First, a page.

Gallimore's tape continuously left us wanting more. His down-to-down consistency is all over the map still. The strides he's made are encouraging, but the innate feel for attacking blocks isn't there yet.
52. S KYLE DUGGER, LENOIR-RHYNE
He's a massive unknown at this point, but he has a high-floor with his explosiveness and how well he tackles. At the very least he's a special teamer for a long while in the league.
53. S GENO STONE, IOWA
Stone is one of the most underrated safeties in the draft class. His processing and quicks are a fit for every defense in the NFL. You may not want him in the box, but he can easily rotate between deep and the slot.
54. DI ROSS BLACKLOCK, TCU
Blacklock has top-tier athleticism for the interior, but has little technical proficiency to speak of. He may not hit the ground running in the NFL, but chances are he'll put it all together in time.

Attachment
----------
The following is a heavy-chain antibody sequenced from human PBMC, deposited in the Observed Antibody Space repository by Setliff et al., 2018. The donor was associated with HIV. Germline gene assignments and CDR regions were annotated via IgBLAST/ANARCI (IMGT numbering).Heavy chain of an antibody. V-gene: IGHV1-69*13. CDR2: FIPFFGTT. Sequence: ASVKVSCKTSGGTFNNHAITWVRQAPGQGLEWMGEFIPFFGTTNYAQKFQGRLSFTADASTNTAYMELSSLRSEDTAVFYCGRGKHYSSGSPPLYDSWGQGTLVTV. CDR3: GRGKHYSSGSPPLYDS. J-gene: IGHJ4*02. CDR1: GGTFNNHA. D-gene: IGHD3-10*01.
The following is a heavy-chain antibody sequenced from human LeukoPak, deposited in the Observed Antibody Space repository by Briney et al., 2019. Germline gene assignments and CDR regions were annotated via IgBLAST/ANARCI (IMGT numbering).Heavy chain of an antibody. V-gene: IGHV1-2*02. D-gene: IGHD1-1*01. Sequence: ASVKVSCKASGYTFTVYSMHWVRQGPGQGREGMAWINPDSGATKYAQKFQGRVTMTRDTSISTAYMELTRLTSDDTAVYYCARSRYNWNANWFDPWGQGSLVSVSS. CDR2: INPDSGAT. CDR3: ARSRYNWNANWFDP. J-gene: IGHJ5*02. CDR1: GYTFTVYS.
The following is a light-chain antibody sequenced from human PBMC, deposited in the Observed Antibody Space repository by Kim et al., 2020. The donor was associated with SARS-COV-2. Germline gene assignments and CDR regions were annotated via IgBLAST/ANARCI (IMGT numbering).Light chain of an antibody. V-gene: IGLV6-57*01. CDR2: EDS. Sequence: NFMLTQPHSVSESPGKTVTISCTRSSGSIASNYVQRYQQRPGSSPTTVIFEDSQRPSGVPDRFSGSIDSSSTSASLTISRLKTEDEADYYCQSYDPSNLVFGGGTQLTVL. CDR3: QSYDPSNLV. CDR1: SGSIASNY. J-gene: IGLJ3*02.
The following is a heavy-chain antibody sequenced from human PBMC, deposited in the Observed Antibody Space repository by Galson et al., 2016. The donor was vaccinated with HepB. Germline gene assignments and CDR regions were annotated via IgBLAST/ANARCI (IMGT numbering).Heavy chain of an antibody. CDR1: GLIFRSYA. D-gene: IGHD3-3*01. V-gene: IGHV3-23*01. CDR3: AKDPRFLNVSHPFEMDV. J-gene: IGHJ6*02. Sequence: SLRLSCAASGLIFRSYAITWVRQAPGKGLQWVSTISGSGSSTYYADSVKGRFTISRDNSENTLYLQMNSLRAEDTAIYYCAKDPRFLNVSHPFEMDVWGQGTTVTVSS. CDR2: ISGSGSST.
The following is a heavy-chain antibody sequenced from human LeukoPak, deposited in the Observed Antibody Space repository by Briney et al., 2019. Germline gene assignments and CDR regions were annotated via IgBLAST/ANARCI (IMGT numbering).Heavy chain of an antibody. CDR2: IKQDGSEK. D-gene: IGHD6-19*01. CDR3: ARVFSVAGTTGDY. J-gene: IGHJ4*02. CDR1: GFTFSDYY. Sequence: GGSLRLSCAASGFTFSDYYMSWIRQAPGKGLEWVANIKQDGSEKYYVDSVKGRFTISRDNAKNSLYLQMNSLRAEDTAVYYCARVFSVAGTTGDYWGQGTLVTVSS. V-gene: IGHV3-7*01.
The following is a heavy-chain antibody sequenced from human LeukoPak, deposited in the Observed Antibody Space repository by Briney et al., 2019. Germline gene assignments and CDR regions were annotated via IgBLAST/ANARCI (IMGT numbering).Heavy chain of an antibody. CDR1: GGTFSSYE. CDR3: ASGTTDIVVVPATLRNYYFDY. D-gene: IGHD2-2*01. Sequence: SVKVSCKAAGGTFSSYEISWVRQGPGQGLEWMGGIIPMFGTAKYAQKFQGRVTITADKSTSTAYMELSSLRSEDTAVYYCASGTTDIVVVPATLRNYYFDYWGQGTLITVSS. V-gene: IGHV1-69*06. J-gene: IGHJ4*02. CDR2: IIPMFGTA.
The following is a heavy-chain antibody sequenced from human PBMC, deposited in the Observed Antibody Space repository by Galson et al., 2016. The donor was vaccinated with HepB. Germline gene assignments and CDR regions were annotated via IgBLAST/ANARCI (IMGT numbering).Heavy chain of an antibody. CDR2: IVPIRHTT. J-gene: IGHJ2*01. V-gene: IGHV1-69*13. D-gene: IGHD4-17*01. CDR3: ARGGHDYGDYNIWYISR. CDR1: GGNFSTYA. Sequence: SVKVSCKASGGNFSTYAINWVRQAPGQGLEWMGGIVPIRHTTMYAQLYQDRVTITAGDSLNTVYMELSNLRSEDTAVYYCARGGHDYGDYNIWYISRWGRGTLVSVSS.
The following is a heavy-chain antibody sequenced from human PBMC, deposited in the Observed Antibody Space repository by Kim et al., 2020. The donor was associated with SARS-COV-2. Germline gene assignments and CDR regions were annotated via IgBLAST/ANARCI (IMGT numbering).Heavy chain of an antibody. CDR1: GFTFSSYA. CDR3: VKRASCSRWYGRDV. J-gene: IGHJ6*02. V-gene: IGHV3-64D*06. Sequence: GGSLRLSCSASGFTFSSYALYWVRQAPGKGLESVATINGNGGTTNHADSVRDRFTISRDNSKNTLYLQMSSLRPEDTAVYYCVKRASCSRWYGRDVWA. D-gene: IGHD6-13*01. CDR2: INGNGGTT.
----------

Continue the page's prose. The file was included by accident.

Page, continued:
56. T BEN BARTCH, ST. JOHN’S
To look as good as Bartch did at the Senior Bowl in his first time facing NFL-caliber competition is very impressive and reminiscent of Hobart tackle/guard Ali Marpet.
57. S TERRELL BURGESS, UTAH
Safeties with man coverage skills are the wave in today's NFL and Burgess has them. His ability to go seamlessly from deep to the slot and cover both admirably is going to be coveted early.
58. T EZRA CLEVELAND, BOISE STATE
Cleveland has the feet of an NFL tackle and doesn't have too far to go from a technical standpoint either. If his play strength continues to develop, he'll be a quality starter in the league.
59. LB TROY DYE, OREGON
Long and smooth is a great combination for a linebacker in the NFL. Dye's length can affect the passing game by simply dissuading QBs from attempting passes in the first place. You may have to accept a bit of a liability against the run though with Dye.
60. S K’VON WALLACE, CLEMSON
Wallace would fit best as a box safety or nickel/dime backer in a scheme that doesn't ask him to think too much. If he could speed up his play speed a touch, he'd be extremely reliable in such a role.